Although some studies have shown morphological changes in the connective tissue at the pain site, no repeated demonstrations have been found.15 Moreover, magnetic resonance imaging has failed to detect any primary skeletal-muscle abnormality.7 As a result, diagnostic criteria for fibromyalgia have been based entirely on subjective findings as no tissue abnormalities can be consistently demonstrated histologically or physiologically. Classifications of the condition have been based on the patient's illness findings, eliminating the need for exhaustive laboratory tests, and extensive diagnostic procedures.11 Diagnosing the fibromyalgic patient is typically done by using criteria authored by the Fibromyalgia Multi-Center Criteria Committee in conjunction with the American College of Rheumatology Association.

The Fibromyalgia Multi-Center Criteria Committee and the American College of Rheumatology Association have developed a "bedside" specific criteria for the diagnosis of fibromyalgia in an effort to help differentiate fibromyalgia from other myofascial conditions.11 Typically, the patient must have a history of widespread pain in excess of three months. There must be pain on the left and right side of the body, and pain above and below the waist. There must also be axial-skeletal pain. There must be pain present in 11 of the 18 established tender-point sites. The patient must note pain with digital palpation, not just tenderness. These sites include: the occiput; lower cervical spine; trapezius muscles; supraspinatus muscles; second rib; lateral epicondyle; gluteal region; greater trochanter, and knee. The use of the Back Pain Classification Scale 11 is also encouraged to help distinguish between organic and functional disease.2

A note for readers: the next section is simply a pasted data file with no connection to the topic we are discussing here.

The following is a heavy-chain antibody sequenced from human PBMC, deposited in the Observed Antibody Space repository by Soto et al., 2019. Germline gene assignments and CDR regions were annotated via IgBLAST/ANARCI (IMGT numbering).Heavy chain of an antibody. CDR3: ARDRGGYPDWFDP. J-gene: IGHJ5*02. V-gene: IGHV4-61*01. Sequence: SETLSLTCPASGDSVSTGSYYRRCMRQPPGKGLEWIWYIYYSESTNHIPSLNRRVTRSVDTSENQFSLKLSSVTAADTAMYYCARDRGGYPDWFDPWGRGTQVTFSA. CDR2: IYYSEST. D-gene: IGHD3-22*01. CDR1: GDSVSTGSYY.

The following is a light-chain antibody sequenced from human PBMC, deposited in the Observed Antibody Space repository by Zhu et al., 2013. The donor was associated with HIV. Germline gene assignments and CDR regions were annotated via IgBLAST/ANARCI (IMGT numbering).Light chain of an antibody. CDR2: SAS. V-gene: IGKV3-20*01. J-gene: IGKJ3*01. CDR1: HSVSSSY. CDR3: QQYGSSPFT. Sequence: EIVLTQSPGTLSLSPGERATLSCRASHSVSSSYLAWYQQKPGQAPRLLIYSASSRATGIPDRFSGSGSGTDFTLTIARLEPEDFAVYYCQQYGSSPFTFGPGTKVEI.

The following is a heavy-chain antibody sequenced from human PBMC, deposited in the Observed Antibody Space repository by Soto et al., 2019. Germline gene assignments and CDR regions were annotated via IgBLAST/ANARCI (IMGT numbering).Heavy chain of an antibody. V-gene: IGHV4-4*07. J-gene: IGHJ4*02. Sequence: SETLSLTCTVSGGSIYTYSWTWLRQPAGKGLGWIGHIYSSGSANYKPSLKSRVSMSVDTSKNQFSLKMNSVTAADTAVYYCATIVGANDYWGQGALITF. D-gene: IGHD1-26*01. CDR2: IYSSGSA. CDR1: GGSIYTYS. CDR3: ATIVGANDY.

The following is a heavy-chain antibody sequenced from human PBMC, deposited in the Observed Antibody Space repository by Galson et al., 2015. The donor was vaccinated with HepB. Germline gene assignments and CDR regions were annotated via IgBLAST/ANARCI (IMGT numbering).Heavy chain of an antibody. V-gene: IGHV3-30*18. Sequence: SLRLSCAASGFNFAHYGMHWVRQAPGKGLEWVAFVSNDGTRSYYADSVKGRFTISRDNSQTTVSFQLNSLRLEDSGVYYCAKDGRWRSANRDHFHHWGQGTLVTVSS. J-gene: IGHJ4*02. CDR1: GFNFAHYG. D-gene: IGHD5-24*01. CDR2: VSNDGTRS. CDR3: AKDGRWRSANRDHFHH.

Treatment has to be individualistic and holistic. Thus, empathy, communication, and interprofessional referral are essential.1 The doctor should discuss with the patient the expected sequela and the treatment that could be of help. Once fibromyalgia tender-point sites (as per the specific criteria of the American College of Rheumatology Association for the diagnosis of fibromyalgia) have been noted, then a treatment program can be established. Treatment should consist of general vitamin and supplemental support, as well as calcium and a proper healthy diet. Non-medicinal treatment should include a thorough examination and proper diagnosis. Short-term passive treatment for symptomatic relief could be indicated; although long-term passive treatment may foster physician dependance and, therefore, should be discouraged. Aerobic exercises are, by far, considered the most effective treatment and should be included in all treatment programs.17 The presence of hypermobility precludes the use of manipulation and could complicate remission.5 Prognosis is poor for the fibromyalgic patient without early intervention. Therefore, gradual progression into an appropriately designed aerobic and conditioning program as early as possible is considered the most important treatment protocol. A referral for psychological counseling and cognitive treatment should be provided if indicated. Antidepressive medications frequently offer significant symptomatic relief and can create an opportunity in which a cardiovascular fitness program can be utilized.16 Evidence has shown that electromyographic biofeedback may be an effective treatment modality. Other treatments directed at depleting substance P, the principle neurotransmitter of nociceptive impulses and type-C sensory neurons, could also be considered.